DS: In a 2002 interview film critic Ray Carney really ripped into film journals:I don't submit to film journals anymore. Because either (a) you're outright rejected, or (b) to my shock and dismay, I was told by several film journals, "could you please insert some footnotes; could you please refer to Derrida or Deleuze and Lacan?" In fact, I had written one essay more or less out of my heart and mind and soul, just what I thought, and the fellow read it, and he said, "this is so deep, it must be indebted to Lacanian theory and Althusserian cultural studies. Please put that in, because this is the most brilliant restatement of their theory." Well, those are my thoughts. Academic film criticism is in trouble. They are in a life raft rowing, and they want to push me overboard because I don't write like them. In academic criticism what has happened is that sociology and sociological ways of thinking have taken over and replaced aesthetic or truth-telling modes. Whether it's feminist or political thought, or sociological analysis in that multicult[ural] way, or whether it's some other form of ideological dissection of the work, that is the only mode of discourse that's approved.Pretentiousness is the sin of film snobs- especially those Cahiers types. But, Hollywood goes too far in the other direction, with absolutely no attempt made at even daring to do more, nor probe deeper. In book publishing a similar ill holds sway- wherein palpably bad writers like a Dave Eggers or David Foster Wallace or PC covergirl of the month is lauded even though they are generic products of the MFA writing mills. Even if one does not ‘like’ the films you’ve contributed to, not pushing to do more is not a sin that can be tossed your way. Comments?


LD: Yes, ideology trumps truth.  An iron curtain has descended on the universities and they’ve destroyed more than just film studies.  The totalitarian PC sewer has permeated all aspects of art and society.  “No one sets out to make a bad movie” is another beloved Hollywood homily -- when that’s what they do as a matter of course.  Getting a movie made, any movie, is the only goal, regardless of outcome, because career momentum, viability, visibility, personal income, depends on it.  Everything else -- box-office success, critical acclaim -- is secondary and, they think -- misconstruing that fucking William Goldman phrase again -- ultimately unknowable.  I remember saying while THE SCORE was being prepared, like John Belushi rallying the troops in ANIMAL HOUSE and nobody following him, “Jesus Christ, guys, we’ve got De Niro and Brando -- why don’t we try to make this great.”  And the response you always get is, whoa, steady on there, boy.  The thing’s been in development for years, the pieces are slowly coming together, the script has gotten just barely competent and unchallenging enough to film -- don’t rock the boat.  Besides, Brando’s not gonna say the lines anybody writes, anyway -- not for Frank Oz he’s not.  And they don’t call him Robert Dinero for nothing.  You go along to get along, we’re not makin’ MEAN STREETS anymore.  The nice thing about Steven Soderbergh, who’s a very generous spirit, is that I can push him to do more and he does do more -- up to a point.


DS: What, to you, constitutes a good screenplay? And, I agree with John Huston, who I believe is the original source for this paraphrase: that, ‘all good films start with the script.’


LD: Well, if they don’t start with the script, all good films at least end up with something approximating one, as I’ve suggested, even if it’s fascinating “trash” like DETOUR or SHOCK CORRIDOR, or something.  We have no idea what the “Academy Award winning” M.A.S.H. script would have been without Robert Altman.  More likely than not a cheap, forgotten comedy that never spawned a TV series.  The debate will rage forever about who “wrote” CITIZEN KANE or THE NIGHT OF THE HUNTER.  All that matters in the end is that HUNTER is a haunting masterpiece under the ultimate stewardship of its director, Charles Laughton -- more poetic than the would-be poetic novel on which it is based.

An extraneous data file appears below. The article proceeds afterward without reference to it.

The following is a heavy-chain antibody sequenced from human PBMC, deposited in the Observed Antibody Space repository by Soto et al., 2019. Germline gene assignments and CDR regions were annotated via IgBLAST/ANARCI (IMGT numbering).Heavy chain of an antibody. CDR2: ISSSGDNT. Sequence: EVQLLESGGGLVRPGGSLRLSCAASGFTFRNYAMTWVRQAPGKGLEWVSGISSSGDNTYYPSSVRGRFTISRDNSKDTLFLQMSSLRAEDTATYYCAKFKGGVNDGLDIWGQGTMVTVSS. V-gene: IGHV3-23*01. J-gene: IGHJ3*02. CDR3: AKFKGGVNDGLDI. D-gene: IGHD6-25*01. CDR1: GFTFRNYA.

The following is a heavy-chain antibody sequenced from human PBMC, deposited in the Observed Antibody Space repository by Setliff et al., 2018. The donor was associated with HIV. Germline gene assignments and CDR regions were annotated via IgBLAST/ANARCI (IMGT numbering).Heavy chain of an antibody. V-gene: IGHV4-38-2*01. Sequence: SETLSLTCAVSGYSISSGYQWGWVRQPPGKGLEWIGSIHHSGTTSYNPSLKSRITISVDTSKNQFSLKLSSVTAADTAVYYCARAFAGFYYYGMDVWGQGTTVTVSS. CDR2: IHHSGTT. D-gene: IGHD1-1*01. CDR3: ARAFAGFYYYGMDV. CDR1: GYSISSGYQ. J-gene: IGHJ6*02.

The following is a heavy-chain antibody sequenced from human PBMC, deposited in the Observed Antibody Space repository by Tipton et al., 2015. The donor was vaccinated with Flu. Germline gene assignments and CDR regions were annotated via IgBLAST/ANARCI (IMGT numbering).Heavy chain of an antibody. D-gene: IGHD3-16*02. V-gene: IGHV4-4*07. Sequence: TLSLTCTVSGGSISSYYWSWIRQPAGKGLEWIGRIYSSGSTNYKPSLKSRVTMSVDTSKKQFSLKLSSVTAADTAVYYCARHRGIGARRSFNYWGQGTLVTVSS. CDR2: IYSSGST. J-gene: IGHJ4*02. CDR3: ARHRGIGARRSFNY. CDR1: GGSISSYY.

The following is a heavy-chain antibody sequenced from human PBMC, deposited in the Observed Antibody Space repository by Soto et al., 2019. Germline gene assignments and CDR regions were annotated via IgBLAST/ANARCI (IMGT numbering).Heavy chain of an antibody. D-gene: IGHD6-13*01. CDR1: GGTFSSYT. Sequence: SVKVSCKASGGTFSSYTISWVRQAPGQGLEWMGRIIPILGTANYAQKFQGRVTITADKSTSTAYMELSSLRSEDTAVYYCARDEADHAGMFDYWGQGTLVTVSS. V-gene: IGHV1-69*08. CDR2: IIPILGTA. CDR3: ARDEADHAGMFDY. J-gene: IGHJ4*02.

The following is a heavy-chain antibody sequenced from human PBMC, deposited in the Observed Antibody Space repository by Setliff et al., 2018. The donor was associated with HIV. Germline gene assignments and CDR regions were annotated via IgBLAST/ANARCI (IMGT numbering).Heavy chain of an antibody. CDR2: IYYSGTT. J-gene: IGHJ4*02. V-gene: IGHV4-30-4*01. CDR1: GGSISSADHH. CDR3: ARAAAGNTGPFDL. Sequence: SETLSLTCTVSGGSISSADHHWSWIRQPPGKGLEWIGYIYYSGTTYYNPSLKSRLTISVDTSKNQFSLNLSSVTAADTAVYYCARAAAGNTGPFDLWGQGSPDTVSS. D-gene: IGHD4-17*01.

Is its extraordinary cinematic beauty and power attributable in part to James Agee’s sometime occupation as film critic -- or wholly the imaginative expressive/Expressionist genius of Laughton?  Did Agee really write THE AFRICAN QUEEN, either?  Or did John Huston just need a drinking buddy?  And did John Collier get screwed again?  You just don’t know with screenplays and the tortured journey they take to the screen.  My money’s still on Agee’s two directors, one of whom was an actor who never directed another film (talk about one-offs!).  (Marlon Brando’s sole directing credit is also lovely to look at.)   I think Peter Bogdanovich asked John Ford the same question and Ford said, “Peter, there’s really no such thing as a good screenplay.”  I know what he means.  THE SEARCHERS directed by Ray Nazarro would be an obscurity.  All we know is that once in a while someone writes CHINATOWN and it’s just what I said -- it’s a movie ready-made (though I’ve never read whatever the first draft may have been).  There it is.  And it’s literate and intelligent and fresh and compelling and unusual and deeply-felt and personal and entertaining.  The dialogue sings and sparkles, there are memorable lines.  You’re stimulated and engaged and surprised and moved.  And even if a great director makes it his own and changes the ending and this and that, it’s still essentially what it was meant to be from the mind and heart and soul and talent and experience -- both creative and autobiographical -- of its sole author, in the scripting sense, Robert Towne.  It can’t hurt that one of the greatest and most exciting movie stars of all time is in his prime and ready to play the part and that the writer is a close friend of his and wrote the role to suit him, hearing his voice, his inflections, knowing his mannerisms and personality.  A similar happy symbiosis occurred with Schrader/Scorsese/De Niro and TAXI DRIVER.  But it’s a very rare and delicate soufflé.